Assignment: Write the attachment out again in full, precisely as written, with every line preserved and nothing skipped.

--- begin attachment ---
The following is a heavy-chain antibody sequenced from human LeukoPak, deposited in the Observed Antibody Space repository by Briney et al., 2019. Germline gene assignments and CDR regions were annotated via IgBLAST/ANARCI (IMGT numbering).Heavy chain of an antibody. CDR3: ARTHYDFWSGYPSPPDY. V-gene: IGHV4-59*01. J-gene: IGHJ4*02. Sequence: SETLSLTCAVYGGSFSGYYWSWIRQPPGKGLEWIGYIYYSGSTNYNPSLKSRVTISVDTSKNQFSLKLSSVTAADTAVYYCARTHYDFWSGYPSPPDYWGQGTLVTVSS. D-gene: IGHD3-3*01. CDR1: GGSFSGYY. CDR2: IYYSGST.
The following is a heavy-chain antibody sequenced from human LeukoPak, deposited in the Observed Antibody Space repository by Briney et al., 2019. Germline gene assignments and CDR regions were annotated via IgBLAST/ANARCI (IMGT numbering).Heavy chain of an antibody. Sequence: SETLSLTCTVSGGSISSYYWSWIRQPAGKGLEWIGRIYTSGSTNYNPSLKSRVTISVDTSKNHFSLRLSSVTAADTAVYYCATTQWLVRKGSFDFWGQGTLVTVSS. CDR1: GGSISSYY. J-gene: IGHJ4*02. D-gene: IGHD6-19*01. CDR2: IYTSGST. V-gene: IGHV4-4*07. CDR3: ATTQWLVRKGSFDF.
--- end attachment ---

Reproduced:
The following is a heavy-chain antibody sequenced from human LeukoPak, deposited in the Observed Antibody Space repository by Briney et al., 2019. Germline gene assignments and CDR regions were annotated via IgBLAST/ANARCI (IMGT numbering).Heavy chain of an antibody. CDR3: ARTHYDFWSGYPSPPDY. V-gene: IGHV4-59*01. J-gene: IGHJ4*02. Sequence: SETLSLTCAVYGGSFSGYYWSWIRQPPGKGLEWIGYIYYSGSTNYNPSLKSRVTISVDTSKNQFSLKLSSVTAADTAVYYCARTHYDFWSGYPSPPDYWGQGTLVTVSS. D-gene: IGHD3-3*01. CDR1: GGSFSGYY. CDR2: IYYSGST.
The following is a heavy-chain antibody sequenced from human LeukoPak, deposited in the Observed Antibody Space repository by Briney et al., 2019. Germline gene assignments and CDR regions were annotated via IgBLAST/ANARCI (IMGT numbering).Heavy chain of an antibody. Sequence: SETLSLTCTVSGGSISSYYWSWIRQPAGKGLEWIGRIYTSGSTNYNPSLKSRVTISVDTSKNHFSLRLSSVTAADTAVYYCATTQWLVRKGSFDFWGQGTLVTVSS. CDR1: GGSISSYY. J-gene: IGHJ4*02. D-gene: IGHD6-19*01. CDR2: IYTSGST. V-gene: IGHV4-4*07. CDR3: ATTQWLVRKGSFDF.